After four years of President Donald J. Trump’s virulent rhetorical attacks on migrants and his administration’s heavy-handed policies, the United States is on the verge of experiencing multiple shifts in the politics of migration and its policies toward migrants. President-elect Joe Biden and Vice President-elect Kamala Harris reject the abrasive, racist rhetoric that propelled President Trump into office and which he embraced throughout his tenure. But while the new administration is sure to adopt a dramatically different tenor toward migrants, there remain important questions about the extent to which policies will shift course. Options for restructuring migration policy abound. Some necessarily require congressional approval, but others turn on executive powers unilaterally in the hands of the incoming president.
The Biden-Harris team has announced plans to end several high-profile Trump administration migration policies. At the top of the list is a promise to repeal the administration’s 2017 ban on travel from a group of predominately Muslim countries. President-elect Biden says he will rescind that policy in his first day in office. Created by an executive order signed by President Trump, Biden will be able to rescind the policy just as easily through unilateral action.
The incoming administration has also promised to restore the Deferred Action for Childhood Arrivals (DACA) initiative that allows some migrants who came to the United States as young people to remain in the country temporarily. The Trump administration’s attempt to rescind DACA failed before the U.S. Supreme Court and a lower federal court recently ordered the government to implement the initiative as it was initially created by the Obama administration. Those setbacks for the Trump administration make the task of holding onto DACA easier, but the Biden administration will need to defend DACA against an ongoing legal challenge brought by Republican-controlled states. Offering DACA recipients a more lasting form of legal status, however, requires amending the Immigration and Nationality Act, the federal statute that governs immigration law, which only Congress can do. With Democrats unexpectedly taking charge of the U.S. House of Representatives as well as the Senate legislative action is suddenly possible.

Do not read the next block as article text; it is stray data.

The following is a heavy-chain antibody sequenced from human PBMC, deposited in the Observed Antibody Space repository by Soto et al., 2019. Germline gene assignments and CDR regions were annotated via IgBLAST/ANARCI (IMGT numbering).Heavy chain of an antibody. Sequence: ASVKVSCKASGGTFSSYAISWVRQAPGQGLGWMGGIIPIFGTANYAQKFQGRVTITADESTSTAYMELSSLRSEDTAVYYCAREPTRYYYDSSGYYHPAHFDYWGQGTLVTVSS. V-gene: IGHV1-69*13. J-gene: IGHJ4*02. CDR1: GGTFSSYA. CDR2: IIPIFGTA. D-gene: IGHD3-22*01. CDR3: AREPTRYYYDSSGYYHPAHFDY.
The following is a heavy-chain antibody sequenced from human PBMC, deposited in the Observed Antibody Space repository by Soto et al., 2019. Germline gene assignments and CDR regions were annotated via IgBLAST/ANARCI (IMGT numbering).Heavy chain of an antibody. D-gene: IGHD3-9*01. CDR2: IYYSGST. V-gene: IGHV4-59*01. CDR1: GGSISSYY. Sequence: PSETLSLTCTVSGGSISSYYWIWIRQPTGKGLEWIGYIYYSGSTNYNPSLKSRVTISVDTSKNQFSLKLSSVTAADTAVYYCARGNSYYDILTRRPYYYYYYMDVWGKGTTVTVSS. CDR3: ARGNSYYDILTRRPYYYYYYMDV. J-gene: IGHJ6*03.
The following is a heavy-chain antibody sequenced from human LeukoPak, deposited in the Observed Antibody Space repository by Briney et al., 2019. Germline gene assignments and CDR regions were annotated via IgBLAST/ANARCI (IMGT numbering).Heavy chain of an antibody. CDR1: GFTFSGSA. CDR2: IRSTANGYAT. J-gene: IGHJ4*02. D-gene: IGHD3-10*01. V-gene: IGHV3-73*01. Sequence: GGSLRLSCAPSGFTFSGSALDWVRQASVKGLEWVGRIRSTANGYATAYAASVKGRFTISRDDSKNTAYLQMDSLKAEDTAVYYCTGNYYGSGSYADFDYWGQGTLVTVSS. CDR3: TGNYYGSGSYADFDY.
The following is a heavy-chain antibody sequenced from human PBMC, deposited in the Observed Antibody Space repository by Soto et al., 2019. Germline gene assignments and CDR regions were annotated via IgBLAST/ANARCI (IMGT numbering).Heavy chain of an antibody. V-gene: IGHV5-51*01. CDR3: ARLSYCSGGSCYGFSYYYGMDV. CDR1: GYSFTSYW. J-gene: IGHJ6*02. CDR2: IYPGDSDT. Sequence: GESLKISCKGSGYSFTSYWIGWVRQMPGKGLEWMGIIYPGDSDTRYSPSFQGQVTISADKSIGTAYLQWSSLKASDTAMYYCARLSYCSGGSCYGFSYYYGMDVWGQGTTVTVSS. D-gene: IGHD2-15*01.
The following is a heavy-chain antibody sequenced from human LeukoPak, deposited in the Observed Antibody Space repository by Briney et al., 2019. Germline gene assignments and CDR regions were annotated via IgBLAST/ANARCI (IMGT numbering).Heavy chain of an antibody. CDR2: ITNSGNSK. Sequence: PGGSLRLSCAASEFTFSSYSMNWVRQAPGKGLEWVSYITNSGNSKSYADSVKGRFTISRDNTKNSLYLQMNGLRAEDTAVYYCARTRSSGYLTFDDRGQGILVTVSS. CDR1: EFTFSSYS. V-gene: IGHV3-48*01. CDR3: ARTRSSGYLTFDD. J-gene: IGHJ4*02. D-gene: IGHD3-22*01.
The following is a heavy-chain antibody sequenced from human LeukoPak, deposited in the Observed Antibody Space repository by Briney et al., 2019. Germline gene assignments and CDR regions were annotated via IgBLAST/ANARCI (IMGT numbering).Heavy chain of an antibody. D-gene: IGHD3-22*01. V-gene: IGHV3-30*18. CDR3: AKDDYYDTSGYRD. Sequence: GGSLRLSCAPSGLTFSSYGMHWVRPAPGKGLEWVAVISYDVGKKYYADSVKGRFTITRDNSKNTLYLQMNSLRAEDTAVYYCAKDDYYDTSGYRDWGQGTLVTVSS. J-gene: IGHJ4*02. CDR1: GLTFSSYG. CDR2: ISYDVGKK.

Aside from those two highly publicized policies, the Biden administration can use the considerable legal authority vested in the president as head of the federal government’s Executive Branch. The administration could, for example, revisit the Trump administration’s enthusiastic reliance on local law enforcement agencies to identify people who can be imprisoned and potentially removed from the United States. Relying on section 287(g) of the Immigration and Nationality Act, which authorizes formal partnerships between federal immigration officials and local law enforcement agencies, the Immigration and Customs Enforcement agency currently has 150 agreements with local law enforcement agencies allowing local sheriffs’ deputies and prison officials to flag potentially removable people for ICE. These agreements are structured as memoranda of agreement that impose obligations on ICE and the local agency. However, nothing in these agreements or the authorizing statute bars ICE from cancelling an existing 287(g) agreement. Likewise, there is no requirement that ICE enter into additional 287(g) agreements. Thus, even without Congress acting to repeal § 287(g), the Biden administration could effectively render it meaningless through a simple directive from the new Secretary of Homeland Security or director of ICE.